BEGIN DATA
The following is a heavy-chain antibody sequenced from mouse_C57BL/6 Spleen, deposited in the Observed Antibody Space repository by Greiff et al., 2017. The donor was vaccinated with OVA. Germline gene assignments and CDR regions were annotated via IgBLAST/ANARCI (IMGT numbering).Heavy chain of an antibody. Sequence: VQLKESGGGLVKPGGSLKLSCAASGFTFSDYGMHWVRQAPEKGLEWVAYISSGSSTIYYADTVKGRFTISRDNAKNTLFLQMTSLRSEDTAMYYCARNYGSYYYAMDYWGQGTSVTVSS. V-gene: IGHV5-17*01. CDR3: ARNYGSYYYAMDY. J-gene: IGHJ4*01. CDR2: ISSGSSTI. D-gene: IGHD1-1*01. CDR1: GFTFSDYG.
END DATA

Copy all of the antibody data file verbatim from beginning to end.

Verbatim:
The following is a heavy-chain antibody sequenced from mouse_C57BL/6 Spleen, deposited in the Observed Antibody Space repository by Greiff et al., 2017. The donor was vaccinated with OVA. Germline gene assignments and CDR regions were annotated via IgBLAST/ANARCI (IMGT numbering).Heavy chain of an antibody. Sequence: VQLKESGGGLVKPGGSLKLSCAASGFTFSDYGMHWVRQAPEKGLEWVAYISSGSSTIYYADTVKGRFTISRDNAKNTLFLQMTSLRSEDTAMYYCARNYGSYYYAMDYWGQGTSVTVSS. V-gene: IGHV5-17*01. CDR3: ARNYGSYYYAMDY. J-gene: IGHJ4*01. CDR2: ISSGSSTI. D-gene: IGHD1-1*01. CDR1: GFTFSDYG.